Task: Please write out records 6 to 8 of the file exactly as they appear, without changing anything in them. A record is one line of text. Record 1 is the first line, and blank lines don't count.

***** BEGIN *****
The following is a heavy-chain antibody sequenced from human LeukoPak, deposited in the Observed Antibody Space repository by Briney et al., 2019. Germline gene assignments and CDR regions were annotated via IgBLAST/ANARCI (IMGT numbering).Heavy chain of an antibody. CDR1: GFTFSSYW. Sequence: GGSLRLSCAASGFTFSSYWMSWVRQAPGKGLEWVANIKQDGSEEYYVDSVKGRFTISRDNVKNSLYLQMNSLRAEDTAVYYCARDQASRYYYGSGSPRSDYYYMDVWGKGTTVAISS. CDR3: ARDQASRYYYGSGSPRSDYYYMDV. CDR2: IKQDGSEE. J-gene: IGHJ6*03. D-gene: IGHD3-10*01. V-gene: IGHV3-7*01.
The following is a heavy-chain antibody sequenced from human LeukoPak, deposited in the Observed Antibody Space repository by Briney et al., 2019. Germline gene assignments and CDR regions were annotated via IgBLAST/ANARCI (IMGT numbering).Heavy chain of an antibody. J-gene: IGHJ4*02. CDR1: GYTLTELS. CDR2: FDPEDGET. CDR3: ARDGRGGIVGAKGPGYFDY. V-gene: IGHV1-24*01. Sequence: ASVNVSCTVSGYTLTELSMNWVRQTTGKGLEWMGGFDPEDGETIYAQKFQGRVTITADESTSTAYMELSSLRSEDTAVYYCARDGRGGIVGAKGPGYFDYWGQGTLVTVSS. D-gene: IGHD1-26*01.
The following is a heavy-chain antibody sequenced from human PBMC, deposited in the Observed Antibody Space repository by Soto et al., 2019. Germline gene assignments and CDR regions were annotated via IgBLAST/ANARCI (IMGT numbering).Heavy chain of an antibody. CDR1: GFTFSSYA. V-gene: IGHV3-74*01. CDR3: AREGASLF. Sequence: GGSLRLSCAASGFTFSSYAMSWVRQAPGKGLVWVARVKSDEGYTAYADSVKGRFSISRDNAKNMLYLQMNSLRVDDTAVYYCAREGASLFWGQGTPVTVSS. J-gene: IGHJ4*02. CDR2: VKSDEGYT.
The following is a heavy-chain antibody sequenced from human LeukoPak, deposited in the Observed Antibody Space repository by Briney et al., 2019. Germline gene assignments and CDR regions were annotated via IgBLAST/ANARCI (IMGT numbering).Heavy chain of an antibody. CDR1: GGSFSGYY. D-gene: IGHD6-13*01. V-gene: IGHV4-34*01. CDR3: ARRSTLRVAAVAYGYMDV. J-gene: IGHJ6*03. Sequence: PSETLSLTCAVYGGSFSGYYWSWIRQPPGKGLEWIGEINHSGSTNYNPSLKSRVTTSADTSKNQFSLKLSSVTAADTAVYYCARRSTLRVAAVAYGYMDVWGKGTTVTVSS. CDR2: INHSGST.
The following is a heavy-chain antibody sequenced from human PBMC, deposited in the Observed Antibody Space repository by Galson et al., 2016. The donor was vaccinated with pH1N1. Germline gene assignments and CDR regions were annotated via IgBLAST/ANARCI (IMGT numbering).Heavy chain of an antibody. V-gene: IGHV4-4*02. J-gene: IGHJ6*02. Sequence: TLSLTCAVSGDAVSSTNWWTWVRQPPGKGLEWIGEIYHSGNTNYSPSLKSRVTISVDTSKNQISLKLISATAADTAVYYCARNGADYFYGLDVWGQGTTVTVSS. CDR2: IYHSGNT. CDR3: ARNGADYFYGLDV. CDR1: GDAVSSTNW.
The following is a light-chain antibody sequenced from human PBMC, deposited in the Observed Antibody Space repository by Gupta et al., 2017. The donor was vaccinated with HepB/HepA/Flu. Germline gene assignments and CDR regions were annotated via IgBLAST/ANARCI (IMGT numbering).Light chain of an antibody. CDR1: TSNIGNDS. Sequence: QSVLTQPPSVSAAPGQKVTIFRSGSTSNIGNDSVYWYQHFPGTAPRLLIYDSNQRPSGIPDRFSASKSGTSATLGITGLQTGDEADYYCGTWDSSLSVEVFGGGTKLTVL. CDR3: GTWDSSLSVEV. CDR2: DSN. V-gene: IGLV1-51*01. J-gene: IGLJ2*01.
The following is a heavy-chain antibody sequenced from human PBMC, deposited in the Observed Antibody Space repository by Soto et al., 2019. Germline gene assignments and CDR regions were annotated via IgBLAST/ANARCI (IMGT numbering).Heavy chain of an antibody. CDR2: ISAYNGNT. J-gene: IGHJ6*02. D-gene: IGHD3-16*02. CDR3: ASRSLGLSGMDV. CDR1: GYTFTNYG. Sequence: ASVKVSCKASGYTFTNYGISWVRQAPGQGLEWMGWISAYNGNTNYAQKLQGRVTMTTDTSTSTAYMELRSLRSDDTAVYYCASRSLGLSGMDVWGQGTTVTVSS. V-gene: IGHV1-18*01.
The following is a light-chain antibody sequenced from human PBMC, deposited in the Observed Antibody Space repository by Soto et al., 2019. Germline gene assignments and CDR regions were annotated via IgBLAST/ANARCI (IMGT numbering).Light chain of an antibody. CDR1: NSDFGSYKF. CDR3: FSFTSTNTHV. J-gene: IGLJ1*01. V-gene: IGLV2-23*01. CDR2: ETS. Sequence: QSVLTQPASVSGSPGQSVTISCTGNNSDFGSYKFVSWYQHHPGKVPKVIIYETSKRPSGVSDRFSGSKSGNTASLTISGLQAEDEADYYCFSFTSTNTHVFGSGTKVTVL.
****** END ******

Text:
The following is a light-chain antibody sequenced from human PBMC, deposited in the Observed Antibody Space repository by Gupta et al., 2017. The donor was vaccinated with HepB/HepA/Flu. Germline gene assignments and CDR regions were annotated via IgBLAST/ANARCI (IMGT numbering).Light chain of an antibody. CDR1: TSNIGNDS. Sequence: QSVLTQPPSVSAAPGQKVTIFRSGSTSNIGNDSVYWYQHFPGTAPRLLIYDSNQRPSGIPDRFSASKSGTSATLGITGLQTGDEADYYCGTWDSSLSVEVFGGGTKLTVL. CDR3: GTWDSSLSVEV. CDR2: DSN. V-gene: IGLV1-51*01. J-gene: IGLJ2*01.
The following is a heavy-chain antibody sequenced from human PBMC, deposited in the Observed Antibody Space repository by Soto et al., 2019. Germline gene assignments and CDR regions were annotated via IgBLAST/ANARCI (IMGT numbering).Heavy chain of an antibody. CDR2: ISAYNGNT. J-gene: IGHJ6*02. D-gene: IGHD3-16*02. CDR3: ASRSLGLSGMDV. CDR1: GYTFTNYG. Sequence: ASVKVSCKASGYTFTNYGISWVRQAPGQGLEWMGWISAYNGNTNYAQKLQGRVTMTTDTSTSTAYMELRSLRSDDTAVYYCASRSLGLSGMDVWGQGTTVTVSS. V-gene: IGHV1-18*01.
The following is a light-chain antibody sequenced from human PBMC, deposited in the Observed Antibody Space repository by Soto et al., 2019. Germline gene assignments and CDR regions were annotated via IgBLAST/ANARCI (IMGT numbering).Light chain of an antibody. CDR1: NSDFGSYKF. CDR3: FSFTSTNTHV. J-gene: IGLJ1*01. V-gene: IGLV2-23*01. CDR2: ETS. Sequence: QSVLTQPASVSGSPGQSVTISCTGNNSDFGSYKFVSWYQHHPGKVPKVIIYETSKRPSGVSDRFSGSKSGNTASLTISGLQAEDEADYYCFSFTSTNTHVFGSGTKVTVL.